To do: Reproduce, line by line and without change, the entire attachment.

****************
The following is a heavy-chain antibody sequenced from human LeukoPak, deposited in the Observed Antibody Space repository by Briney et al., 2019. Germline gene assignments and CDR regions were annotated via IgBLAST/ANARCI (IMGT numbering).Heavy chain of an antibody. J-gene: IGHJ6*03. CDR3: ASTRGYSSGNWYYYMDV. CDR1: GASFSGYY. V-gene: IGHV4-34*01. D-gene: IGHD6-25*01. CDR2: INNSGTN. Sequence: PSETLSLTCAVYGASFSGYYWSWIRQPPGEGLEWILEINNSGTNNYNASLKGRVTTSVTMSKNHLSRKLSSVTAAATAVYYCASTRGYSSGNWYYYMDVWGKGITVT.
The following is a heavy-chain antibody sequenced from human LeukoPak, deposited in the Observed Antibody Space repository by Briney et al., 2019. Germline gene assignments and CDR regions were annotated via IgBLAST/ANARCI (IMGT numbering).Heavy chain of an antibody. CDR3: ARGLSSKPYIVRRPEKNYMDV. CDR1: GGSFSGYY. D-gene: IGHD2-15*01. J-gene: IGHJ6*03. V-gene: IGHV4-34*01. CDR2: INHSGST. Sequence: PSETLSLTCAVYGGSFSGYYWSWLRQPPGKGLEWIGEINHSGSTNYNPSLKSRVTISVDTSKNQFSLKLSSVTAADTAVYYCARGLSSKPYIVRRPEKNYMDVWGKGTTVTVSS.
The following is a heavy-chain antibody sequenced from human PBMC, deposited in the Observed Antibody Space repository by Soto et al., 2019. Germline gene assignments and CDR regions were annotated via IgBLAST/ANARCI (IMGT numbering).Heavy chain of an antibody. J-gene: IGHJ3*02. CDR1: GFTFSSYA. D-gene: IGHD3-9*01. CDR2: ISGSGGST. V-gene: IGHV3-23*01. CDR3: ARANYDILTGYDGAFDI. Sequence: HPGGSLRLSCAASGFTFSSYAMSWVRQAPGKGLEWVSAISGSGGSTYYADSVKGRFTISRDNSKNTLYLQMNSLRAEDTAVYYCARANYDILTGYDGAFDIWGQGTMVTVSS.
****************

The following is a heavy-chain antibody sequenced from human LeukoPak, deposited in the Observed Antibody Space repository by Briney et al., 2019. Germline gene assignments and CDR regions were annotated via IgBLAST/ANARCI (IMGT numbering).Heavy chain of an antibody. J-gene: IGHJ6*03. CDR3: ASTRGYSSGNWYYYMDV. CDR1: GASFSGYY. V-gene: IGHV4-34*01. D-gene: IGHD6-25*01. CDR2: INNSGTN. Sequence: PSETLSLTCAVYGASFSGYYWSWIRQPPGEGLEWILEINNSGTNNYNASLKGRVTTSVTMSKNHLSRKLSSVTAAATAVYYCASTRGYSSGNWYYYMDVWGKGITVT.
The following is a heavy-chain antibody sequenced from human LeukoPak, deposited in the Observed Antibody Space repository by Briney et al., 2019. Germline gene assignments and CDR regions were annotated via IgBLAST/ANARCI (IMGT numbering).Heavy chain of an antibody. CDR3: ARGLSSKPYIVRRPEKNYMDV. CDR1: GGSFSGYY. D-gene: IGHD2-15*01. J-gene: IGHJ6*03. V-gene: IGHV4-34*01. CDR2: INHSGST. Sequence: PSETLSLTCAVYGGSFSGYYWSWLRQPPGKGLEWIGEINHSGSTNYNPSLKSRVTISVDTSKNQFSLKLSSVTAADTAVYYCARGLSSKPYIVRRPEKNYMDVWGKGTTVTVSS.
The following is a heavy-chain antibody sequenced from human PBMC, deposited in the Observed Antibody Space repository by Soto et al., 2019. Germline gene assignments and CDR regions were annotated via IgBLAST/ANARCI (IMGT numbering).Heavy chain of an antibody. J-gene: IGHJ3*02. CDR1: GFTFSSYA. D-gene: IGHD3-9*01. CDR2: ISGSGGST. V-gene: IGHV3-23*01. CDR3: ARANYDILTGYDGAFDI. Sequence: HPGGSLRLSCAASGFTFSSYAMSWVRQAPGKGLEWVSAISGSGGSTYYADSVKGRFTISRDNSKNTLYLQMNSLRAEDTAVYYCARANYDILTGYDGAFDIWGQGTMVTVSS.